In Provence in the 1860s, Mary Magdalen was patron saint, the friend of the Savior, the sinner whose love and faith elevated her to the status of “the first witness of the resurrection of the Son of God.”[63] The saint represents the union of opposites; she is the profane becoming sacred. There is an intensity of feeling in Cézanne’s painting that draws on the popular cult of the Magdalen as well as high art. Revivals of the poetry of Pierre de Saint-Louis as well as the new reliquary at St.-Maximin, however different from the form of Cézanne’s strange and singular painting, can nevertheless be seen as important reference points. Her legendary thirty years of solitude and penitence can also be seen as a model for the kind of artistic contemplation that Cézanne himself would embrace in the thirty-plus years to come.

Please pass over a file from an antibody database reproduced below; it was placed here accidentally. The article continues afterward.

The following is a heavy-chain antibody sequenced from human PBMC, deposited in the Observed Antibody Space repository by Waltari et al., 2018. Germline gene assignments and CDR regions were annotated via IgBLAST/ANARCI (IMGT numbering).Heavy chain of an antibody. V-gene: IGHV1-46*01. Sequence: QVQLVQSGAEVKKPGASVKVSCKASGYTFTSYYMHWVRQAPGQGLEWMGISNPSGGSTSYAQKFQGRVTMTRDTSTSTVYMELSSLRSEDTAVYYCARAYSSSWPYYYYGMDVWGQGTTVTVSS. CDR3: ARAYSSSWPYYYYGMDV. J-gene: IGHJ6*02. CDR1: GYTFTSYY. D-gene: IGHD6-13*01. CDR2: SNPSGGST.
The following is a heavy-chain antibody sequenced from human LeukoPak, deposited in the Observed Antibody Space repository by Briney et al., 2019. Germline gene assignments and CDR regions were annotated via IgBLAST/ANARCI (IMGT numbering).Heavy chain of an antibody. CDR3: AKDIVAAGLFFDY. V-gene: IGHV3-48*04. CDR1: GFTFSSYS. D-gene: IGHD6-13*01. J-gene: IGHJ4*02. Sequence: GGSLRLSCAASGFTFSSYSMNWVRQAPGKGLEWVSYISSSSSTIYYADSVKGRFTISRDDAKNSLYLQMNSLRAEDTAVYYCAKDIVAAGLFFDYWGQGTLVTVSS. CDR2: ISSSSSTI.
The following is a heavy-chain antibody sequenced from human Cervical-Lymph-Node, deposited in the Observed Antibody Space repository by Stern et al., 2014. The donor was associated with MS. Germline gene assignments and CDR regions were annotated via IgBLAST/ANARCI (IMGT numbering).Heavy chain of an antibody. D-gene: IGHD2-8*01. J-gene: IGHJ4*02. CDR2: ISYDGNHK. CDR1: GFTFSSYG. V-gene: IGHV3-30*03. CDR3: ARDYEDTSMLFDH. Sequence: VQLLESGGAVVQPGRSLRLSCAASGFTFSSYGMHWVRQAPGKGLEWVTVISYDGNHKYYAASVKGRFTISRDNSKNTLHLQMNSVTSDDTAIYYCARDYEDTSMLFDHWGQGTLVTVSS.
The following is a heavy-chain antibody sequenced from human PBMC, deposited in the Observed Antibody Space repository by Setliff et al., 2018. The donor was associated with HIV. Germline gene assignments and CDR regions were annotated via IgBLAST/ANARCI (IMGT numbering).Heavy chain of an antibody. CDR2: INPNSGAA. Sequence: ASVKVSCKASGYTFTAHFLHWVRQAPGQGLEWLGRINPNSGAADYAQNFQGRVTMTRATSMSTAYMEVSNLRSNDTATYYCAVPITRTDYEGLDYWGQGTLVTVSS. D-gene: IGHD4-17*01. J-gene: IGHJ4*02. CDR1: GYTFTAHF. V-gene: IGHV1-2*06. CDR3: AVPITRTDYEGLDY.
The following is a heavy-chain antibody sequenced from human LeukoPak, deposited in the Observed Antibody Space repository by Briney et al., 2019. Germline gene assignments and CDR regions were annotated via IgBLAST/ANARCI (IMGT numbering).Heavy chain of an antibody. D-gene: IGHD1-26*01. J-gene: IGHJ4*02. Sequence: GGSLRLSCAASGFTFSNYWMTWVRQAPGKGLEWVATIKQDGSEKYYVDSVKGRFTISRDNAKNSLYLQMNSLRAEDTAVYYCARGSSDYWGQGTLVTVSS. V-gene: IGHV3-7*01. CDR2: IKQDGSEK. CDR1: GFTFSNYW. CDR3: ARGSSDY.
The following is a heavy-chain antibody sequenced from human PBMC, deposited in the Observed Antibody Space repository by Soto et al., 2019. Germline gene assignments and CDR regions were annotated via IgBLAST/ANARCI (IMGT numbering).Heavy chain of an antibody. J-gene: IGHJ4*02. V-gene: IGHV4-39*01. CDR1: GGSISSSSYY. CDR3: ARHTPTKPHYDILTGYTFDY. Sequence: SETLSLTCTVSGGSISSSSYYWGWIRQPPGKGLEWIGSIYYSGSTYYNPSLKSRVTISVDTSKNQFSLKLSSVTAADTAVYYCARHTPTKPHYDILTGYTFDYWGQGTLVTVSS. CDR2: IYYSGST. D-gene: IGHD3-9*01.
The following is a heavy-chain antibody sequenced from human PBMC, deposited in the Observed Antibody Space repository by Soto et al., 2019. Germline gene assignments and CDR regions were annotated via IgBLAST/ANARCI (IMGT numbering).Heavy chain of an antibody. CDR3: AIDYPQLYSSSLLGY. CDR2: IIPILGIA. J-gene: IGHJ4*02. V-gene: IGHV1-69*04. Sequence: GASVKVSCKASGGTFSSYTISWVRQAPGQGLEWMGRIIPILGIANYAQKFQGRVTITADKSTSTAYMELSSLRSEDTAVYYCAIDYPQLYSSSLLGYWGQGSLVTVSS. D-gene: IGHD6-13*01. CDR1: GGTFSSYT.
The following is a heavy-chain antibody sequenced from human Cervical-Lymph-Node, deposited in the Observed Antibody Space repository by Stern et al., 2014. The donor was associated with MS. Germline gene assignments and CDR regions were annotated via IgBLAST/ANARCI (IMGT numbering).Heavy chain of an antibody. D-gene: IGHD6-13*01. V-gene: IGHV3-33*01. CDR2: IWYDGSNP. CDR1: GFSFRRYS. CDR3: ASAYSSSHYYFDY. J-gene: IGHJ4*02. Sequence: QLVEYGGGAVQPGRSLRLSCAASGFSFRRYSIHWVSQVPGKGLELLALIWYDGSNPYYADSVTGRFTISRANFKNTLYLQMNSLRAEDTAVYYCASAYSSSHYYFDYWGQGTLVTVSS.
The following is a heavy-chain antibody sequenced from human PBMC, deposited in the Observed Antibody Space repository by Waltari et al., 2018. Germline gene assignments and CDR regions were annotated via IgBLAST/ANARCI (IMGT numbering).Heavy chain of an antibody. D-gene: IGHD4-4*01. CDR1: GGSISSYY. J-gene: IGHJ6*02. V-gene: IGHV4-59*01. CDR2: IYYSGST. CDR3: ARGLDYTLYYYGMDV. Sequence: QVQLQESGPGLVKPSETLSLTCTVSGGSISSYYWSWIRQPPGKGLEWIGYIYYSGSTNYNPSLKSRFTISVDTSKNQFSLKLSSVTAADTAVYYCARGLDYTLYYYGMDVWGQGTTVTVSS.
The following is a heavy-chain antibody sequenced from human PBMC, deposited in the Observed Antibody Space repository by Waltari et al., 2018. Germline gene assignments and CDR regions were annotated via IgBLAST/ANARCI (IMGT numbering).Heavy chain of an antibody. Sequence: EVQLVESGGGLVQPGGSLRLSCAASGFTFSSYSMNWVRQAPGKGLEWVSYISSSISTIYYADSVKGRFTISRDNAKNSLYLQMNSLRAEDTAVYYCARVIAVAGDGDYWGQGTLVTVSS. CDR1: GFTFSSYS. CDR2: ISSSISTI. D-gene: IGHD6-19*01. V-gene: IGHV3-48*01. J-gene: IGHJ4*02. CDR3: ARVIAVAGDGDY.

The author wishes to acknowledge support from the College of Arts and Architecture at the Pennsylvania State University and from a National Endowment for the Humanities Fellowship, as well as suggestions and support from Robert Alvin Adler, Nina Athanassoglou-Kallmyer, Christopher Campbell, Denis Coutagne, Brian Curran, William Doan, André Dombrowski, Julia Spicher Kasdorf, Pascal Robin, and Jean-Claude Vuillemin. The author also thanks Marissa B. Vigneault for the opportunity to present a portion of this work at the University of Nebraska, Lincoln. Special thanks to Alain Pierret of the Association des Amis de la Basilique Sainte-Marie-Madeleine, Saint-Maximin-la-Sainte-Baume, France.

All translations, unless otherwise noted, are by the author.